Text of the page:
As it worked out, I think FMIC proved with the project that it could conceive and build really nice set-neck guitars, with original design and spec, which honored the nature and heritage of the brand name itself - and which directly addressed the market niche they were going for. The guitars garnered some respect, and, yep, probably could have been continued. I don't think anyone thought the DeArmond guitars really had a direct connection to the products of DeArmond's past, but they didn't tarnish the good name of the brand, and arguably introduced it (and its history) to some who otherwise wouldn't have been aware of it.

Why drop it? The obvious and conventional take is that, with Gretsch, FMIC had no further need of the brand, and it might both divide FMIC resources and undermine Gretsch sales.

So yeah, I agree with you that FMIC's handling of Guild might not appear the company's finest (but very long) hour. I just think the reasons for that weren't entirely under FMIC's control.

And it's hard to see how any of that history bears on how FMIC might handle an "accessory" which is not only a historical institution in the guitar biz, but very much of this moment, with strong demand and wide deployment. Bigsby doesn't need to be "saved;" it just needs to keep on keeping on.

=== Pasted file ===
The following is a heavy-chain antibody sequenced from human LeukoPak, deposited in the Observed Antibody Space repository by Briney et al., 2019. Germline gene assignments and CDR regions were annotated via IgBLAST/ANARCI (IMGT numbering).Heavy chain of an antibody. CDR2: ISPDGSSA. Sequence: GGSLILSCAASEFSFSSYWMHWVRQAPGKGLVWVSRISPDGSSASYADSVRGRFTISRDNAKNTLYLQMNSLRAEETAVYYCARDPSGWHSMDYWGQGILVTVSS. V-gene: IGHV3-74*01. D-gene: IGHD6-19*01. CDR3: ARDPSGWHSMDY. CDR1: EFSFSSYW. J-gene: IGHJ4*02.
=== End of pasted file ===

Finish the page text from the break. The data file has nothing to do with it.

And since Fender began its history with lap steels (and steels on sticks), holding the Bigsby brand does seem a marvelous opportunity to revive both marque's glorious history with those instruments. I wonder how many guys would line up for a new Bigsby pedal steeli

21

Maybe we'll finally see cheaper and better Bigsby guitars.

22

What I was getting at Tim, is the size of the operation. Small companies operate in a different way, huge corporations like Fender are more ruthless and about money by nature, because that's the very nature of the beast, once you get to that size/type operation.